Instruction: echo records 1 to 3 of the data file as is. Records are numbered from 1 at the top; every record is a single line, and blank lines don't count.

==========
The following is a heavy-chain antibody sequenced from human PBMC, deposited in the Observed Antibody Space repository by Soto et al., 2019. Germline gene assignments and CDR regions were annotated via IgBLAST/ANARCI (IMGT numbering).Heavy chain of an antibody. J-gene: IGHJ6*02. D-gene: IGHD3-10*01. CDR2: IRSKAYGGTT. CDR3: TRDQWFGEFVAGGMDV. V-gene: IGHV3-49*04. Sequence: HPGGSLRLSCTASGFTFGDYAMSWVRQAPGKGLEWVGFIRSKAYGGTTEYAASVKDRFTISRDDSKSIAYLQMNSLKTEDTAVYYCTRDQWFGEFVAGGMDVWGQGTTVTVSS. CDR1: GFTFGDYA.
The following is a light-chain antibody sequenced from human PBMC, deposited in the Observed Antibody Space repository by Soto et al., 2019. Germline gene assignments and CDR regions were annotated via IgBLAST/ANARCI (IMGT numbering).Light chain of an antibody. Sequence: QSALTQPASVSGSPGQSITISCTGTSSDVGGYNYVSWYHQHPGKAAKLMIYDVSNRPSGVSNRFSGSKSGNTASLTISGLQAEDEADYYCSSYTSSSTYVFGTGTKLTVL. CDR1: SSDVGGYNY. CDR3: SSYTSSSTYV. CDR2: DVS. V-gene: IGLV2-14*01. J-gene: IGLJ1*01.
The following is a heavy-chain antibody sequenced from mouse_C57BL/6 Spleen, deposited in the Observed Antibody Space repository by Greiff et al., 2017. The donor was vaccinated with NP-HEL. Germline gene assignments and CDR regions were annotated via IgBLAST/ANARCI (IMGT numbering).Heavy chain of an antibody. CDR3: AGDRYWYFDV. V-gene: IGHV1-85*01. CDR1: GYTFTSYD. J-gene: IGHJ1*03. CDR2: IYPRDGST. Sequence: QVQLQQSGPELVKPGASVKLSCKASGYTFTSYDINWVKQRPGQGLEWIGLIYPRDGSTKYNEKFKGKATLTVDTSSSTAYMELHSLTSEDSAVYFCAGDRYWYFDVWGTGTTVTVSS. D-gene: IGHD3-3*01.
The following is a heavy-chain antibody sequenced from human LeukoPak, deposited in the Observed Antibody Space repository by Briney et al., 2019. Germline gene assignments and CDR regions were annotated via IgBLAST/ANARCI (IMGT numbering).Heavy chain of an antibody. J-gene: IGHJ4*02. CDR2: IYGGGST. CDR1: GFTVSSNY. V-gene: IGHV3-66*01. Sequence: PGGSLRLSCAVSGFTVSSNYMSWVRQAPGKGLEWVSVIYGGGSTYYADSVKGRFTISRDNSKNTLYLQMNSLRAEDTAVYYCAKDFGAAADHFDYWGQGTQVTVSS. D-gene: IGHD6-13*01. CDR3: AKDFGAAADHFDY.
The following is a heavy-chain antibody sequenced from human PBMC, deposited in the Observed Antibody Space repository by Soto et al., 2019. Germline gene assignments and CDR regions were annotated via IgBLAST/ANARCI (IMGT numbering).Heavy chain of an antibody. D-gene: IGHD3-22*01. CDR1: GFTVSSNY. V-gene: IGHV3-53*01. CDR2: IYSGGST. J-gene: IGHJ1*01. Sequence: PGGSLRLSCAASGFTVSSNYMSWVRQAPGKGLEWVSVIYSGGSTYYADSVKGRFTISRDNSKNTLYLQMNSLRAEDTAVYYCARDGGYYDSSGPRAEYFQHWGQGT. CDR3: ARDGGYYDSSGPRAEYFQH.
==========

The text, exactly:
The following is a heavy-chain antibody sequenced from human PBMC, deposited in the Observed Antibody Space repository by Soto et al., 2019. Germline gene assignments and CDR regions were annotated via IgBLAST/ANARCI (IMGT numbering).Heavy chain of an antibody. J-gene: IGHJ6*02. D-gene: IGHD3-10*01. CDR2: IRSKAYGGTT. CDR3: TRDQWFGEFVAGGMDV. V-gene: IGHV3-49*04. Sequence: HPGGSLRLSCTASGFTFGDYAMSWVRQAPGKGLEWVGFIRSKAYGGTTEYAASVKDRFTISRDDSKSIAYLQMNSLKTEDTAVYYCTRDQWFGEFVAGGMDVWGQGTTVTVSS. CDR1: GFTFGDYA.
The following is a light-chain antibody sequenced from human PBMC, deposited in the Observed Antibody Space repository by Soto et al., 2019. Germline gene assignments and CDR regions were annotated via IgBLAST/ANARCI (IMGT numbering).Light chain of an antibody. Sequence: QSALTQPASVSGSPGQSITISCTGTSSDVGGYNYVSWYHQHPGKAAKLMIYDVSNRPSGVSNRFSGSKSGNTASLTISGLQAEDEADYYCSSYTSSSTYVFGTGTKLTVL. CDR1: SSDVGGYNY. CDR3: SSYTSSSTYV. CDR2: DVS. V-gene: IGLV2-14*01. J-gene: IGLJ1*01.
The following is a heavy-chain antibody sequenced from mouse_C57BL/6 Spleen, deposited in the Observed Antibody Space repository by Greiff et al., 2017. The donor was vaccinated with NP-HEL. Germline gene assignments and CDR regions were annotated via IgBLAST/ANARCI (IMGT numbering).Heavy chain of an antibody. CDR3: AGDRYWYFDV. V-gene: IGHV1-85*01. CDR1: GYTFTSYD. J-gene: IGHJ1*03. CDR2: IYPRDGST. Sequence: QVQLQQSGPELVKPGASVKLSCKASGYTFTSYDINWVKQRPGQGLEWIGLIYPRDGSTKYNEKFKGKATLTVDTSSSTAYMELHSLTSEDSAVYFCAGDRYWYFDVWGTGTTVTVSS. D-gene: IGHD3-3*01.